Customer Integrated Transport – Evaluating a New Transport Solution at Tetra Pak Korea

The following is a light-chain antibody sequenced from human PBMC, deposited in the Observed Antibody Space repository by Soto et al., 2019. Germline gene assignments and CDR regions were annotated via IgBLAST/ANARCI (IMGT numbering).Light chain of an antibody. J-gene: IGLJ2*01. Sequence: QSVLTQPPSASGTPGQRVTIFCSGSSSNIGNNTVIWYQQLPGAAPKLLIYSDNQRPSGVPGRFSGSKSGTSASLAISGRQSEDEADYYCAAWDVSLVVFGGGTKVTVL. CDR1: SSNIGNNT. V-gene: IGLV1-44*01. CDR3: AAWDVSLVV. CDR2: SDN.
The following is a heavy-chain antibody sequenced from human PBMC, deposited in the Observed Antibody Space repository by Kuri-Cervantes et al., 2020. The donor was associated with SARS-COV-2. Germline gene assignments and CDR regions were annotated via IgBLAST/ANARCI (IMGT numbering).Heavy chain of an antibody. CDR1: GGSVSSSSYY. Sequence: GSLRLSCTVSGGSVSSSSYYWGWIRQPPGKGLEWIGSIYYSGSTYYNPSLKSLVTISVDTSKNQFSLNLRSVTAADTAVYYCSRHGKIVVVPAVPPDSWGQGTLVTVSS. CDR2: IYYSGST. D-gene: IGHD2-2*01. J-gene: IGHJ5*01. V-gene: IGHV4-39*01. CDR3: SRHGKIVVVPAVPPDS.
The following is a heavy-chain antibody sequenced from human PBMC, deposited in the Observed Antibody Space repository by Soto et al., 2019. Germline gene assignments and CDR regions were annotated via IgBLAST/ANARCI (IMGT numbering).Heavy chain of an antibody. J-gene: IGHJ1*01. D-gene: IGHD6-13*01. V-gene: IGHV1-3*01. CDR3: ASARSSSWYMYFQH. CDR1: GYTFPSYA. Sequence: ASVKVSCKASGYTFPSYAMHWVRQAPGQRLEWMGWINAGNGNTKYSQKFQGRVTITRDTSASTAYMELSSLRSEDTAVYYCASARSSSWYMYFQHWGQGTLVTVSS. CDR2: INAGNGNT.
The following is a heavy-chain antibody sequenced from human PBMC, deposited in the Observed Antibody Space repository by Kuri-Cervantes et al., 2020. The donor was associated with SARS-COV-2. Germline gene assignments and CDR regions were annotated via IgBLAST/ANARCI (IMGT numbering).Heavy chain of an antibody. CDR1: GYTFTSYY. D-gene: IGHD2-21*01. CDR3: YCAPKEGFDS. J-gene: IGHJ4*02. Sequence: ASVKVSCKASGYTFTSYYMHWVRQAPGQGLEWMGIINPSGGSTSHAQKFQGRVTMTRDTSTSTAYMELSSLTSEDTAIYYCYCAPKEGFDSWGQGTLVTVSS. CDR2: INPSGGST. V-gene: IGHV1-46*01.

Abstract: Globalization increases competition between companies and competitive advantage is becoming more and more important. Global trends such as international trade, overseas production and increased consumption have led to that freight transport volumes have grown strongly over the past decades. As the global warming debate intensifies, increased costs and stricter regulations on CO2 emissions are introduced in the transport sector. Customer Integrated Transport (CIT) is a concept in which two companies integrate their transport used in distribution. This concept is unexplored and there is little proof for that it is of commercial and environmental interest. The definition of CIT used during the performed study explains the basics of the concept: Customer Integrated Transport is when a company offers its customer(s) the possibility to integrate its distribution process with the distribution process of the supplier by using the same truck for both (the customer's) inbound and outbound transports. The desired benefits of using CIT are multiple. The supplier aims to improve their value proposition to their customer as to achieve competitive advantage. As the total distance travelled by trucks is decreased, cost savings and reduced CO2 emission could be attained. The concept CIT has not been studied in the exact form as described above, and therefor the purpose of the study was To increase knowledge about the concept Customer Integrated Transport. The study was performed as a case study at Tetra Pak ́s Market Company in South Korea, and therefore one need to take Korean culture and transport regulations in to consideration when interpreting the results. The multinational food processing company Tetra Pak was the main provider of information and data used in the case study. Therefore, its corporate culture as well as the industry that Tetra Pak operates in should also be understood. The study showed that CIT could save money and that it has strategic benefits. It also indicated that companies often consider environmental aspects when choosing transport solution, only if these are related to financial savings. The study identified several practical obstacles that need to be overcome when integrating two transport processes in such a way as CIT suggests. It was concluded that these are manageable, however related costs should be evaluated in future studies. As the basis of transport is similar globally, CIT would in theory be interesting anywhere in the world. Several of the advantages related to CIT, such as improved value proposition and saving cost, are aspects interesting for companies independent of nation or industry. CIT is further aligned with many of the pushing trends within supply chain and transport, such as reducing CO2 emissions. However, many things that were observed as important factors for the success of CIT in this case, such as for example the importance of financial incentives related to environment, are believed to vary between countries and cultures. Information sharing was observed to be an important aspect to consider when stretching outside a company’s boundaries, as CIT does. This finding is considered to apply to many situations, even concerning cooperation and integration not related to transport.
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